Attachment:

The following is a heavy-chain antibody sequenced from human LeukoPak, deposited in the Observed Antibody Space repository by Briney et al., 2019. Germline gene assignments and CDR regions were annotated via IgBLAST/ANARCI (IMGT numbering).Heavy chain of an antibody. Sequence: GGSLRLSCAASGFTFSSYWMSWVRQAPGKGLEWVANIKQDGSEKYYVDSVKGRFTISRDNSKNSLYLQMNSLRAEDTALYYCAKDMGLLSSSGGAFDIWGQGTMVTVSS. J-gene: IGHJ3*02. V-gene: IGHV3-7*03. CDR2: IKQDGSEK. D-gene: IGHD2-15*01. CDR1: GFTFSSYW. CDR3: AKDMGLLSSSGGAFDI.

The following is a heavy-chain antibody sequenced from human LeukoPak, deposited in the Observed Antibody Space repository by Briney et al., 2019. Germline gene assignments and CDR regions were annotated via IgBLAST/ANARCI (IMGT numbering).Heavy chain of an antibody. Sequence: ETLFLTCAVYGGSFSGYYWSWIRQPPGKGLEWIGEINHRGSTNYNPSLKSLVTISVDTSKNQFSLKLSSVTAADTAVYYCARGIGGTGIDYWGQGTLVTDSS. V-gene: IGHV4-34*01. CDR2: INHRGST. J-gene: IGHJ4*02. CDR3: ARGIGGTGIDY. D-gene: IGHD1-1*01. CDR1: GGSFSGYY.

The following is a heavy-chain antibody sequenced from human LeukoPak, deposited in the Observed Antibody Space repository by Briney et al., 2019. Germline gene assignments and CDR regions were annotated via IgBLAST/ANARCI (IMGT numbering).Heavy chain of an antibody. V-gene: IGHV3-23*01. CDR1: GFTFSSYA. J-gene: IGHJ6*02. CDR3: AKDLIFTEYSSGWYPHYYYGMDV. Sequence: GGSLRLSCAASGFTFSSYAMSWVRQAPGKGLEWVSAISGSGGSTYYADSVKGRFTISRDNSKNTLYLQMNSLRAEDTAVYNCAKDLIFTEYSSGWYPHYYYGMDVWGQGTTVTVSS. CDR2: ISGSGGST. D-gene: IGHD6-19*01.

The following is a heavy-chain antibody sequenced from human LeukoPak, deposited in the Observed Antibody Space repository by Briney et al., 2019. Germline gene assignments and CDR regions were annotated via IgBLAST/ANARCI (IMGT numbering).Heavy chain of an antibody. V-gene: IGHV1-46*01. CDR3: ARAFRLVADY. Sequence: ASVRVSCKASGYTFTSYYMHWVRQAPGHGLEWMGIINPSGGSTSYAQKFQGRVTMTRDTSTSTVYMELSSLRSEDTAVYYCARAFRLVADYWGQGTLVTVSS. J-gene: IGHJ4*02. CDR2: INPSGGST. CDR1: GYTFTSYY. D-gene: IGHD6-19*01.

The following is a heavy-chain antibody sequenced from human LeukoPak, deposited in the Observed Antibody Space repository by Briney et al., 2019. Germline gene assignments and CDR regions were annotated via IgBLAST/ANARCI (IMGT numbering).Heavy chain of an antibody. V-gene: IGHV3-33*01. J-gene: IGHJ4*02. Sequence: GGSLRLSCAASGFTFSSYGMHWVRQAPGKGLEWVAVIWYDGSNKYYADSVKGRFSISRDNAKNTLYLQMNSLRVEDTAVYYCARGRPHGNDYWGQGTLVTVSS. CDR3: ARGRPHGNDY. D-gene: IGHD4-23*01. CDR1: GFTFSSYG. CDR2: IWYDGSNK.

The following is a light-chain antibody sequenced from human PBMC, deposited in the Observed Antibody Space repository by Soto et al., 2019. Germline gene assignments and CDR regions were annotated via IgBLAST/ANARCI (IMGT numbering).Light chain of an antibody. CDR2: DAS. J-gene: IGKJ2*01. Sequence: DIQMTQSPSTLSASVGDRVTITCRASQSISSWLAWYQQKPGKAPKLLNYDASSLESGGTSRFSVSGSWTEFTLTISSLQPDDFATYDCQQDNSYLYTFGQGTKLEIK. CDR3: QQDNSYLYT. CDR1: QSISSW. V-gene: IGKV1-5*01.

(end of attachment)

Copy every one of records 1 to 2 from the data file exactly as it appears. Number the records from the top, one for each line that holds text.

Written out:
The following is a heavy-chain antibody sequenced from human LeukoPak, deposited in the Observed Antibody Space repository by Briney et al., 2019. Germline gene assignments and CDR regions were annotated via IgBLAST/ANARCI (IMGT numbering).Heavy chain of an antibody. Sequence: GGSLRLSCAASGFTFSSYWMSWVRQAPGKGLEWVANIKQDGSEKYYVDSVKGRFTISRDNSKNSLYLQMNSLRAEDTALYYCAKDMGLLSSSGGAFDIWGQGTMVTVSS. J-gene: IGHJ3*02. V-gene: IGHV3-7*03. CDR2: IKQDGSEK. D-gene: IGHD2-15*01. CDR1: GFTFSSYW. CDR3: AKDMGLLSSSGGAFDI.

The following is a heavy-chain antibody sequenced from human LeukoPak, deposited in the Observed Antibody Space repository by Briney et al., 2019. Germline gene assignments and CDR regions were annotated via IgBLAST/ANARCI (IMGT numbering).Heavy chain of an antibody. Sequence: ETLFLTCAVYGGSFSGYYWSWIRQPPGKGLEWIGEINHRGSTNYNPSLKSLVTISVDTSKNQFSLKLSSVTAADTAVYYCARGIGGTGIDYWGQGTLVTDSS. V-gene: IGHV4-34*01. CDR2: INHRGST. J-gene: IGHJ4*02. CDR3: ARGIGGTGIDY. D-gene: IGHD1-1*01. CDR1: GGSFSGYY.